MANILA, Philippines – Workers of telecommunications giant PLDT Incorporated who previously secured regularization orders from the Department of Labor and Employment (DOLE) lost at the level of the Court of Appeals (CA).
The CA voided DOLE’s regularization of the following workers of PLDT:
- Janitorial services, messengerial and clerical services
- Information technology (IT) firms and services
- I.T support services, both hardware and software; and applications development
- Back office support and office operations
- Business process outsourcing or call centers
- Medical, dental, engineering and other professional services
The CA remanded to DOLE for “further conduct of proceedings” the regularization of individuals performing installation, repair and maintenance services.
Workers’ group Power held a protest in front of the Court of Appeals morning of Monday, August 6.
The workers that CA declared to be not entitled to regularization were originally part of the more than 7,000 workers that DOLE ordered PLDT to regularize.
It is unclear how many workers will be regularized, after the CA significantly cut down the workers entitled to it. (READ: #SavePLDTContractuals: Ex-PLDT workers share stories of being jobless)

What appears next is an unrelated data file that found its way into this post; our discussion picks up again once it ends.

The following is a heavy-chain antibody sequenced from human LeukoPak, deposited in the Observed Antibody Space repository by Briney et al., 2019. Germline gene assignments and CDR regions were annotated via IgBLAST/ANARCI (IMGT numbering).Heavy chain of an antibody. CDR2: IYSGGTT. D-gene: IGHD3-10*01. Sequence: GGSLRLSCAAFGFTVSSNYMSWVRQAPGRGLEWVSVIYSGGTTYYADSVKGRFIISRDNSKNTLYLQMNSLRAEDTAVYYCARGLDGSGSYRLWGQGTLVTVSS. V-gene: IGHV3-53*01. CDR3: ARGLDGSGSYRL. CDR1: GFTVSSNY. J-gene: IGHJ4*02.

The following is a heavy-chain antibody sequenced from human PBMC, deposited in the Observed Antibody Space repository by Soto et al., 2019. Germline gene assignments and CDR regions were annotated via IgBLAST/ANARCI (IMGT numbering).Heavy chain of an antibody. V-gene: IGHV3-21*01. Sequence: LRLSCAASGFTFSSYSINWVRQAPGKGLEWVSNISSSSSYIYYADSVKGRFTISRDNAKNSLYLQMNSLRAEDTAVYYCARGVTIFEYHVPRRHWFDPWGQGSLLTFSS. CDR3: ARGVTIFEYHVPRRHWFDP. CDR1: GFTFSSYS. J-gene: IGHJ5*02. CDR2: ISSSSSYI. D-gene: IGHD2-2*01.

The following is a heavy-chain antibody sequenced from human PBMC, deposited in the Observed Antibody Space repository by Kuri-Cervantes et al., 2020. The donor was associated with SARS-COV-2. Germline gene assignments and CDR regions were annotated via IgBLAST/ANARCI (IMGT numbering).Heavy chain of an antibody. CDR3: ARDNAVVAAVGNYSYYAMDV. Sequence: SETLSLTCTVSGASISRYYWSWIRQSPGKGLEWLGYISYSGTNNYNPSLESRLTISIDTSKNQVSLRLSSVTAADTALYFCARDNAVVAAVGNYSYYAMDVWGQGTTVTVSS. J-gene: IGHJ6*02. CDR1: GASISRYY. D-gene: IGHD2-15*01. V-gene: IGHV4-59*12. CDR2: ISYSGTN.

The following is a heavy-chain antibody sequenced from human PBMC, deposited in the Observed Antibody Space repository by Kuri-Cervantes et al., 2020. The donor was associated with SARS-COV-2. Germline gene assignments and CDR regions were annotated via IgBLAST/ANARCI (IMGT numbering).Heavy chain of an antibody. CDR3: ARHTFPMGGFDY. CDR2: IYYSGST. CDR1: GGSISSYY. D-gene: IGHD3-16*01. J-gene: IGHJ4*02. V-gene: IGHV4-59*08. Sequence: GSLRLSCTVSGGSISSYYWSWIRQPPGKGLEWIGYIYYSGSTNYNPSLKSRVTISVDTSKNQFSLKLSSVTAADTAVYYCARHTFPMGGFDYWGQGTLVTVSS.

In a statement, the DOLE said it is reviewing the CA decision “with with the end view of filing a motion for reconsideration.”
In a decision promulgated on July 31, the CA 10th Division said that janitorial, maintenance, security workers and messengers are not necessary to the principal business of PLDT, and therefore, they may be contracted.
“Consequently, the janitors, security guards and messengers belong to that class or group of employees of the contractors that should not be regularized by PLDT,” the CA said.
In the case of medical and dental workers, the CA said that they are not “directly related to PLDT’s principal business.”
“Hence, PLDT is not required to hire doctors, nurses and dentists as its regular employees and these are services or functions that may be validly contracted out,” the CA said.
As for other professional services, the CA said “the workers were found to be independent contractors because of their unique skills and talents and the lack of control over the means and methods in the performance of their work.
“As such, this group of employees is expected to provide professional service based on their independent discretion as such professionals,” the CA said.
The 47-page decision was penned by Associate Justice Edwin Sorongon, with concurrences from Associate Justices Sesinando Villon and Maria Filomena Singh. – Rappler.com
There are no comments yet. Add your comment to start the conversation.